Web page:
U.S. Brothers Build African Orphanages
And change the status quo for aid organizations in the process.
American Chris Grava first became away for South Africa’s orphan epidemic while studying abroad in 2012. With nearly four million orphaned children living in desperate poverty, that’s almost the population of Los Angeles. Half of these kids lost one or both parents to AIDS. When Grava’s brother Nick came to visit the pair saw an opportunity to help a struggling orphanage, and cancelled their return flights to stay and work in the community.
Fast forward to 2014, and Nick and Chris found their own nonprofit – called Intsikelelo, meaning “blessing” in the local language – working tirelessly to save the region’s abandoned, and often forgotten, children. Using a method of aid that empowers local, community-driven initiatives, they hope to create a sustainable infrastructure for their efforts. Their most recent effort is to raise $80,000 to build a new orphanage in Langbos, an informal settlement described as “the poorest of the poor” and lacking in even the most basic amenities such as running water or electricity.
With a design that incorporates sustainability – including rainwater harvesting and renewable energy – the goal is to teach local craftspeople new skills, create jobs, and instill a sense of pride and accomplishment in the community.
“There’s a certain base level of support that every child needs in life, but unfortunately many children lack,” Grava said. “This home for vulnerable children will help provide that basic foundation they need to grow and develop into successful adults. We hope that the way we’ve approached this project and the emphasis we’ve put on community involvement will create ripples of impact in the greater Langbos community. The orphanage also balances traditional building methods with modern sustainable design, and we hope this sets a positive example for development work that is culturally considerate while also tackling challenges in new and creative ways.”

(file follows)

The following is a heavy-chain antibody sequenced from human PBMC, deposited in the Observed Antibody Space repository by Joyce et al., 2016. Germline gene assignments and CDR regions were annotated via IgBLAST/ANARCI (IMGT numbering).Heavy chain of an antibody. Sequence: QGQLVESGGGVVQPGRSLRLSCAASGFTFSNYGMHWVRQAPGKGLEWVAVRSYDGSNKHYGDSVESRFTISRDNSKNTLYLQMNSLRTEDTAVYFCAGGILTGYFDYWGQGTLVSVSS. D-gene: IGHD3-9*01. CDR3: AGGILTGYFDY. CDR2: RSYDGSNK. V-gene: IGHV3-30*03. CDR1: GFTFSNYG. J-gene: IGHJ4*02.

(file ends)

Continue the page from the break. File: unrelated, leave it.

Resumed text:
Intsikelelo’s efforts and unique methodology haven’t gone unnoticed by the locals.
"Intsikelelo is different from other organizations because they work very closely with us in the community," explains Nomthandazo Pipe, the Headmistress of the Langbos orphanage. “Before this project, they went door to door to every home in the entire Langbos community, speaking with hundreds of people to learn more about the challenges facing their families and this community. Even the design of the orphanage is inspired by Langbos, and it’s also going to create jobs in the community for the builders and caregivers. Intsikelelo is our partner in helping these children and bringing more opportunities to all of our community."
To learn more, and see how you can help, watch the videos above.